The Good, the Bad, and the Bluth

94462271Television and movies offer us an “out” from the normal day-to-day grind. One of the first things many people do when they get off work is turn on the TV. It is a medium to help shed the scales we accrued during a long day filled with meetings, past-due projects, and the struggle of balancing employer/employee relationships. The most ironic aspect of TV and movies is they are supposed to help us forget about our lives for 30 minutes to an hour and a half, but shows often implement the work environment into their scripts. Due to this reoccurring theme, let’s take a look at a few bosses from TV and movies to see which pitfalls to avoid and certain aspects that may be beneficial.

J. Peterman – Seinfeld
J. Peterman is Elaine’s boss when she works at The J. Peterman Company. He is an illustrious character who spends most of his time reminiscing about odd travels and experiences he has had around the world. To characterize him with one word, he is eccentric. During his time on Seinfeld, J. Peterman gave us several leadership qualities to point out. He was a very strong-willed character who knew exactly what he wanted to convey in his catalog, of which Elaine was one of the main editors. His best quality was that he completely believed in Elaine and his employees. At one point, he found himself in Burma and left the company to Elaine. She didn’t think she had what it took to run a company, but he believed in her. His biggest pitfall was that he was so existential and imaginative that his thoughts and ideas were lost in translation. Many times, Elaine didn’t know what he was trying to convey. When communicating to your employees, make sure to be simple and to the point.

Bill Lumbergh – Office Space
In the workplace classic, Office Space, Bill Lumbergh is a vice president at Initech, a software company. He is famously known for beginning most sentences with “um…yeah.” There are several problems with management at Initech, one of which the main character, Peter Gibbons, points out. Whenever he doesn’t follow protocol or makes a mistake, he is bombarded by his eight bosses about it. In an office, there is a chain of command. The manager directly above the employee needs to take full responsibility confronting issues. Sadly, Lumbergh has a quality that some have at one point or another: lack of empathy. He shows throughout the film that he doesn’t care about his employees, just that he meets his bottom line. As management, it is important to take stock in your workers. If you care about your employees, your company will go a long way in the area of retention and engagement. One of Lumbergh’s qualities is he isn’t afraid of what people think. He knows that he needs his employees to work weekends to “play catch-up,” and doesn’t shy from saying what he needs them to do.

Michael Scott – The Office
One of the most well-known TV bosses in recent times is Michael Scott of The Office. In the show, Michael manages the Scranton, Pa. branch of the Dunder Mifflin Paper Company. Everything a boss could do wrong is magnified in this character. Most everything that is learned from education and experience is thrown out the door. Michael micromanages, calls for unproductive meetings, distracts his employees from working, acts inappropriately, and the list goes on and on. Though he was a great salesman, no one is really sure how he even became manager due to his inaptitude and ill-equipped nature. His worst quality is struggling with the line of being boss and friend to his employees. He is worried what people think and wants everyone to like him. In the office, you have to balance this better than Michael Scott. First and foremost, a manager needs to lead and equip employees with the tools and determination to produce. A healthy, working friendship may come along the way and should be encouraged if the former is established. Michael’s best quality is he truly cares about his employees and wants them to be happy.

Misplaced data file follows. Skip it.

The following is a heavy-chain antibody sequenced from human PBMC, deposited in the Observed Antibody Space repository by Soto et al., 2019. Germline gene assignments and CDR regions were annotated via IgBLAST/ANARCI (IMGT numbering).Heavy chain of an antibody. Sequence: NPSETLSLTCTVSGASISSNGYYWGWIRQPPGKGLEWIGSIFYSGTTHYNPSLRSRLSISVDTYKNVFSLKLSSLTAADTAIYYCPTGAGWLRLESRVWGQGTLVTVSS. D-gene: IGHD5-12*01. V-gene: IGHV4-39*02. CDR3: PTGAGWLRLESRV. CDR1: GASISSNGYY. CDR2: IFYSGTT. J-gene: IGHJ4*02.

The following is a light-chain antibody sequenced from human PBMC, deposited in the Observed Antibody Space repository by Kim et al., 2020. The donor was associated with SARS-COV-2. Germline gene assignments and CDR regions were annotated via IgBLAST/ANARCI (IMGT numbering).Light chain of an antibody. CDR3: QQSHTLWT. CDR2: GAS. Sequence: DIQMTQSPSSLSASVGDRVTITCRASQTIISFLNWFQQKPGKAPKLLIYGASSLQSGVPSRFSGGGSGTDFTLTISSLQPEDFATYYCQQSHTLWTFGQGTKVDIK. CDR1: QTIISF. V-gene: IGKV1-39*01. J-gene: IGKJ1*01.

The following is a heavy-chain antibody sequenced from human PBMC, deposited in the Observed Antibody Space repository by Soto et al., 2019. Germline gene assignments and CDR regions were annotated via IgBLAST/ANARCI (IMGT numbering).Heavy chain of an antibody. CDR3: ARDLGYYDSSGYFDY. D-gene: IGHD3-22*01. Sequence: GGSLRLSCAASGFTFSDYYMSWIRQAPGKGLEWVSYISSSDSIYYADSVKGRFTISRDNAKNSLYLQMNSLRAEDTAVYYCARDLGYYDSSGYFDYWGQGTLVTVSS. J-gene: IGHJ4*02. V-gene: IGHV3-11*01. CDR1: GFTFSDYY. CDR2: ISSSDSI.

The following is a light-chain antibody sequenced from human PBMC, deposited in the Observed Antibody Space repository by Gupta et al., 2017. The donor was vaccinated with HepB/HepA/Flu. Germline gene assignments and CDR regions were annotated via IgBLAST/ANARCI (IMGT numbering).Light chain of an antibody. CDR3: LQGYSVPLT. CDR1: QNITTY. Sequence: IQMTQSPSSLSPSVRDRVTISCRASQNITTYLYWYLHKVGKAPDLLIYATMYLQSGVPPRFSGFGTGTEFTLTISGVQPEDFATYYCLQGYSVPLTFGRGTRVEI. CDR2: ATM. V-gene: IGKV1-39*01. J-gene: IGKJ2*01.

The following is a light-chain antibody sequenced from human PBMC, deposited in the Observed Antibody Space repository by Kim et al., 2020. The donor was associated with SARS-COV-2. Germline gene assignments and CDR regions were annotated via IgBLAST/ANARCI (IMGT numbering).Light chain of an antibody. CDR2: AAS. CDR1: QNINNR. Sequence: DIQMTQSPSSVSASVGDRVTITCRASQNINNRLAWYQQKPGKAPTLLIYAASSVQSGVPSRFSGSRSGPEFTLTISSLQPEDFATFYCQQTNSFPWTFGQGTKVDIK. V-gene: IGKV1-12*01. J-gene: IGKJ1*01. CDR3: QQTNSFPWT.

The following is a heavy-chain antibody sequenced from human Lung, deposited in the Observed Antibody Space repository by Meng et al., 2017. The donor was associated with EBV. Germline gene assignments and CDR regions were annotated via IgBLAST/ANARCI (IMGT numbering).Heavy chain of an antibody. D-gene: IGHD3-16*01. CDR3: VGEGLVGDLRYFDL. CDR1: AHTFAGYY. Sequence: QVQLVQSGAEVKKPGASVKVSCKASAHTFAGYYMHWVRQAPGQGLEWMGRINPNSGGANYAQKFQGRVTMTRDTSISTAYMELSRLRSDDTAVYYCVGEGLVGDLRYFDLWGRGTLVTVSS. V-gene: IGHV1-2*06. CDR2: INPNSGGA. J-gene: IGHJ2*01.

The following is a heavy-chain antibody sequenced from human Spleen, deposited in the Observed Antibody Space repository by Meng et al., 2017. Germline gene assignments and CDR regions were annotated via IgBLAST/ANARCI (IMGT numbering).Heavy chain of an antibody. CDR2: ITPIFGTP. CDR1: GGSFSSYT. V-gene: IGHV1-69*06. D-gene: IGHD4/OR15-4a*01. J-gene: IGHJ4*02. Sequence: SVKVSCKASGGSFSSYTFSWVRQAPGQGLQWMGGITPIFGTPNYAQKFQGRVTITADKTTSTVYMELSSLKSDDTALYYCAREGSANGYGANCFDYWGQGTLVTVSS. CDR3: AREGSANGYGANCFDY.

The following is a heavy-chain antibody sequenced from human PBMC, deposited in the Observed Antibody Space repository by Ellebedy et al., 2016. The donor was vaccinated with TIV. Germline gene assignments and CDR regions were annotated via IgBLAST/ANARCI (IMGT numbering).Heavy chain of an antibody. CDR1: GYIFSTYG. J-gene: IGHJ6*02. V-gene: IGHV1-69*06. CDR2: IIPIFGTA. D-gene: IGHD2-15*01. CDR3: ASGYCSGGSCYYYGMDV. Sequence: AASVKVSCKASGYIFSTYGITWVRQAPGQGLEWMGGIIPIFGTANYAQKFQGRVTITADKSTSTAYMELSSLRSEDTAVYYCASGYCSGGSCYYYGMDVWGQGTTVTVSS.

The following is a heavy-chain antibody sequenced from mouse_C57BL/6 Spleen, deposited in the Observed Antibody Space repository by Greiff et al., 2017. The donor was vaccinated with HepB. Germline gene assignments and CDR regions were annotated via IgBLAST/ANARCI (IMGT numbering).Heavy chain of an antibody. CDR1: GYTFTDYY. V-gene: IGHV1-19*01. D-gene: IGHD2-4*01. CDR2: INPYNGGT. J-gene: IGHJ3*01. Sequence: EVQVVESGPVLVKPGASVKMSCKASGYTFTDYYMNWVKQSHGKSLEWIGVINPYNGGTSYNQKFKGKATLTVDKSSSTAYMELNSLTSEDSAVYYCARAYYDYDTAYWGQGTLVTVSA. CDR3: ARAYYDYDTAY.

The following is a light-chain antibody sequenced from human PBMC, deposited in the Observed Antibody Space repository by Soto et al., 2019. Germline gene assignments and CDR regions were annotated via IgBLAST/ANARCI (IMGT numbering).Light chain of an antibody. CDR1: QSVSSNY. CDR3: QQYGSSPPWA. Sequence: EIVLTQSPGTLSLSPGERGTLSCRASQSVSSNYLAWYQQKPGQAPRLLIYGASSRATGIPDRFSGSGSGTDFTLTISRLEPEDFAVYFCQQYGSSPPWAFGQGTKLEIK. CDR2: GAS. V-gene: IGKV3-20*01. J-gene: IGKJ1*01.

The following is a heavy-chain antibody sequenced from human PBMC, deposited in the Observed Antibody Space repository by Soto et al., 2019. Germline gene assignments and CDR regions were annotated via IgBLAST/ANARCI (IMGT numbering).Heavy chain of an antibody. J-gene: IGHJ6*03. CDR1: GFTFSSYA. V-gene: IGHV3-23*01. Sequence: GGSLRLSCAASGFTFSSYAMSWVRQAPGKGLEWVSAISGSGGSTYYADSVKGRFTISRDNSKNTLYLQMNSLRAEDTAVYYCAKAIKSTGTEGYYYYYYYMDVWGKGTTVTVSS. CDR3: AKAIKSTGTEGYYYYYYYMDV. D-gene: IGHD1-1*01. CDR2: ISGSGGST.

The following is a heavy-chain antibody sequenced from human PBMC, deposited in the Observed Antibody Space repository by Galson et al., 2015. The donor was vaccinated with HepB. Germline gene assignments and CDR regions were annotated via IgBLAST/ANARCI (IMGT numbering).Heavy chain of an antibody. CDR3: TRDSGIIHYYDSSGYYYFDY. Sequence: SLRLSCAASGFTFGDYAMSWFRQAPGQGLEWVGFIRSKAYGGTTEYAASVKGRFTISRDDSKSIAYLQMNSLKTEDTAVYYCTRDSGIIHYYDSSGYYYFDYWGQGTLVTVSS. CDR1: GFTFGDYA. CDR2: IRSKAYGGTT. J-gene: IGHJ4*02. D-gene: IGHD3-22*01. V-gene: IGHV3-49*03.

George Bluth, Sr. – Arrested Development
Arrested Development is a show about a dysfunctional family and equally obstructive company. After losing control of the company and being arrested due to an investigation by the U.S. Securities and Exchange Commission, George, Sr. continues to try and control the company from prison, undermining the authority of his son, Michael. Throughout the series, he tries to implement his own – often illegal – strategies to help save the company. In flashbacks of the time when he was CEO, we see how he managed, mostly by discouraging any and all ideas Michael came up with. His worst quality is not trusting those he put in place to lead, as well as properly delegating. He didn’t believe his son could run the company and tries to do everything himself. In the workplace, delegation is key in achieving productivity and success. Managers can’t be a one-man band or Superman. It is pertinent that you trust your employees and give part of the load to them. George, Sr.’s best quality is he seems to want what’s best for the company…though he never really achieves it.

The next time you’re watching TV or a movie, take a look at how others run their office and try to distinguish the good, the bad, and the ugly. You may be surprised that there are actually good qualities of some of the most disruptive, dysfunctional bosses.

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